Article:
Rep. Louie Gohmert's amendment would have made it so state-licensed gun owners could also bring concealed weapons into the District, even though the it has no "concealed carry" laws.
"It is a good idea ... [but] if D.C. residents will not receive the same reciprocity as nonresidents, then the mechanism by which to achieve the goal needs to be reviewed," he said.
Rep. Ted Poe (R-Texas), another gun-rights supporter, agreed with Gowdy, though he took a more hard-line position with a "no" vote.
"What's good for the goose is good for the gander, but it seems here like the goose is getting a gun and the gander is getting cooked," he said.
Judiciary Chairman Lamar Smith (R-Texas) urged colleagues to vote against the amendment because he said it went beyond the scope of the underlying bill, which takes deference to states' rights.
"By requiring the District of Columbia — a jurisdiction that does not currently allow any concealed carry permits — to recognize the concealed carry permits of nonresidents is at odds with an important tenet of this bill," Smith said.
On Thursday evening, Del. Eleanor Holmes Norton (D-D.C.) issued a statement praising the amendment's defeat.
"This amendment took disrespect of the District to a new low," Norton said.
Though she called it a "great victory," she said D.C. activists must remain on the lookout for potential infringements on home rule rights.
"Continued vigilance will be key," Norton said. "We have no illusions that the gun lobby will give up their efforts to overturn D.C.'s gun laws. They persist, even though two federal courts have upheld the constitutionality of D.C.'s revised gun laws."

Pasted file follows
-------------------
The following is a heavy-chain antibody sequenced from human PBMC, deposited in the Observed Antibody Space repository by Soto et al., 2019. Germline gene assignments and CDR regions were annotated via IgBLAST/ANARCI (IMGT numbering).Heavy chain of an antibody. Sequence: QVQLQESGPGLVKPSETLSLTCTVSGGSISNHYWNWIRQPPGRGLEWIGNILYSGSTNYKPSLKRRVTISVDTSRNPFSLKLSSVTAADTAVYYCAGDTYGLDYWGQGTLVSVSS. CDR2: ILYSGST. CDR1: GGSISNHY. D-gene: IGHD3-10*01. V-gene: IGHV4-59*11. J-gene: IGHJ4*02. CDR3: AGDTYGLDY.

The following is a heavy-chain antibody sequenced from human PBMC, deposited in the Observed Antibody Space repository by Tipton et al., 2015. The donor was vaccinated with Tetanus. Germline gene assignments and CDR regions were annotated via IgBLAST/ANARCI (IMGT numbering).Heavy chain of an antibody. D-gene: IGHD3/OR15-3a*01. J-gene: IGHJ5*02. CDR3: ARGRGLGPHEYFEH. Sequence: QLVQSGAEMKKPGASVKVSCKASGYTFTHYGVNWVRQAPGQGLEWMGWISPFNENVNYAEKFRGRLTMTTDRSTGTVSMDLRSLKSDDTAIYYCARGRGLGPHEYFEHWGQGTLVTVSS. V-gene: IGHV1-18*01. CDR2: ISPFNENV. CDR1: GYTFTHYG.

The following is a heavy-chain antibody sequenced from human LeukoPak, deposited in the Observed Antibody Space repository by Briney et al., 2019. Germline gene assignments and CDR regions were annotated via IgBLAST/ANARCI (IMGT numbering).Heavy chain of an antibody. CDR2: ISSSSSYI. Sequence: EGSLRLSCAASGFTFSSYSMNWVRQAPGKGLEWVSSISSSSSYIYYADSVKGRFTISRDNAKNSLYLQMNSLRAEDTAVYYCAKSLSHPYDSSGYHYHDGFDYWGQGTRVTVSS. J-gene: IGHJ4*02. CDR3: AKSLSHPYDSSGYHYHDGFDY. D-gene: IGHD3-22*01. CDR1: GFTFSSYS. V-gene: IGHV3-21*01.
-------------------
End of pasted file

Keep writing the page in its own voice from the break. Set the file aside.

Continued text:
She cited a bill introduced by Jordan and Rep. Mike Ross (D-Ark.) as one potential threat: If considered and passed, the measure would repeal D.C.'s current gun ban and allow all of its residents to carry concealed firearms. It currently has 166 co-sponsors, 24 of them Democrats.
And as far as Gohmert's future course of action is concerned, Norton and Zherka expect him to seek other avenues for advancing the amendment.
He did not reveal Friday what specifically his next steps might be.
He did, though, pledge he would not give up his "fight to give Second Amendment rights to the residents of the District of Columbia."
"You lose some battles," he continued, "but you keep pushing so ultimately you can have everyone in the country be entitled to exercise their rights under the Constitution."
Sen. Dianne Feinstein, D-Calif., chairman of the Senate Intelligence Committee, speaks with reporters in the Capitol after a speech on the Senate floor that accused the CIA of searching computers set up for Congressional staff for their research of interrogation programs.